The well would be drilled on property adjacent to Mayfield Middle School and would be located roughly 100 feet from the Mayfield City School District offices and 267 feet from the school building, according to the permit filed by Seagull Development Corp. and school officials.
The state is reviewing the permit even though Mayfield Heights police have yet to complete their criminal investigation of Seagull in connection with allegations of tampering and forgery of a lease application.
According to a police report obtained by Channel 3 News, two homeowners accused Seagull of forging their signatures on a lease for the Stonecreek well. The state Bureau of Criminal Investigation completed a preliminary investigation that concluded the signatures were possibly traced by another person, said Mayfield Heights Mayor Gregory Costabile.
The Ohio Department of Natural Resources, which reviews permits, said there is no state law allowing them to deny a permit based on suspicion of a crime.
Meanwhile, the Mayfield City Schools superintendent said he would write a letter to the state urging them to deny Seagull's application due to safety concerns.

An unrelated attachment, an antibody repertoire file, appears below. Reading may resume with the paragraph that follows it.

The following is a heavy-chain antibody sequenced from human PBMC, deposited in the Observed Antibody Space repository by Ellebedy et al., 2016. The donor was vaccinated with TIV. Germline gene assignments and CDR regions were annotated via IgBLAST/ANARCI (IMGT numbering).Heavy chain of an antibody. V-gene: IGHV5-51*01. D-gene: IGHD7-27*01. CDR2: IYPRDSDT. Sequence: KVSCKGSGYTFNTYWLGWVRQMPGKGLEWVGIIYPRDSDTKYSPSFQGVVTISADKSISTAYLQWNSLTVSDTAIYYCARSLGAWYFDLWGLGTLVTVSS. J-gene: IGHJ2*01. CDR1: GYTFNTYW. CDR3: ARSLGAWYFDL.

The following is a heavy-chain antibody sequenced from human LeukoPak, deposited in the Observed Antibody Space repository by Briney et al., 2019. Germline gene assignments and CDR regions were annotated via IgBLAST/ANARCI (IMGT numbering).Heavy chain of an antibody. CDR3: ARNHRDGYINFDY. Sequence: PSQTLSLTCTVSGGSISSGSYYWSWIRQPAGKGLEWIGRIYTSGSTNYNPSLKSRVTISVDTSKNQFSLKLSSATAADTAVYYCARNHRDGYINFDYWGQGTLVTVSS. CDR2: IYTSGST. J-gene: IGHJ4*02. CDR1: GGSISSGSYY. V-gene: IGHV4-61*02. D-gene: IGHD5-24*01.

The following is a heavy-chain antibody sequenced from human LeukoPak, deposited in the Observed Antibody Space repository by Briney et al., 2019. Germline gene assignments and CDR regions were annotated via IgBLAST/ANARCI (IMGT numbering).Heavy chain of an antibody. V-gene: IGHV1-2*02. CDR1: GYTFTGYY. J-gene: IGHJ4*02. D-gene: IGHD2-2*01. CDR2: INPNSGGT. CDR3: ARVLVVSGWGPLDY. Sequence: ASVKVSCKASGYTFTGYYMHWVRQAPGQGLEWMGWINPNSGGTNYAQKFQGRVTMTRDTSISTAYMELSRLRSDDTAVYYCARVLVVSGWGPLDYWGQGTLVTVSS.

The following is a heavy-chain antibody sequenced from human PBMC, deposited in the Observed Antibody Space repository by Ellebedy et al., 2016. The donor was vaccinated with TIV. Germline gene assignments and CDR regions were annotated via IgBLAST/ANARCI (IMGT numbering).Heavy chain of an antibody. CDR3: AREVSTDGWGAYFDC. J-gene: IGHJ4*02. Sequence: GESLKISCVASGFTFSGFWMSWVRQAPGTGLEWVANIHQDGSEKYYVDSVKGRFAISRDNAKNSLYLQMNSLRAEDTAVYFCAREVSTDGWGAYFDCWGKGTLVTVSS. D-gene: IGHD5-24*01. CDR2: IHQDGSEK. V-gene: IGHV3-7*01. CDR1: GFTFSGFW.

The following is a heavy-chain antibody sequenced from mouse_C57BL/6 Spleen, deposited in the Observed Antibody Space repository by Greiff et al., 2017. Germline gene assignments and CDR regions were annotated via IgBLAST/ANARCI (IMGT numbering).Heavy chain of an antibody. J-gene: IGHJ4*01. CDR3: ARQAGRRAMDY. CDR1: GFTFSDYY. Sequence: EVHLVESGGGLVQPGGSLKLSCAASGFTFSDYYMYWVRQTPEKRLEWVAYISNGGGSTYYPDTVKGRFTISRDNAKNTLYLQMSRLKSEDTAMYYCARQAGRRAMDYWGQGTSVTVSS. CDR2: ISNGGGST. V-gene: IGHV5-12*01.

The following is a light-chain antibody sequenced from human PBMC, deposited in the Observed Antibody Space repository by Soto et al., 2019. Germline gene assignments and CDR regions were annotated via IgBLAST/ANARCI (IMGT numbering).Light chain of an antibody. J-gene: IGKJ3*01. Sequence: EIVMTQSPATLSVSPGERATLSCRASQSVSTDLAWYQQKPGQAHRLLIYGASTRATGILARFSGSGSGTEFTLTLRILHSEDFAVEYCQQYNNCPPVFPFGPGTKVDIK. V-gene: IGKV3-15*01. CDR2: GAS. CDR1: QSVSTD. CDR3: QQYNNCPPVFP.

"As a school district, we are against gas well drilling within close proximity to our middle school, district administrative offices and a stream which is used for students' environmental studies," said Superintendent Phillip Price.
Seagull owner Lynn Strazi declined to comment, referring questions to his attorney.
The attorney issued a statement saying: "Seagull was not part of any illegal activity. We think this was an effort to curtail the application process. Seagull has complied with all applications ... and they have an unblemished safety record over 25 years."
At least 53 homeowners in the Stonecreek development are listed as leaseholders who sold their mineral rights to Seagull for the gas and oil well. The attorney, however, said that more than 70 homeowners are part of the deal.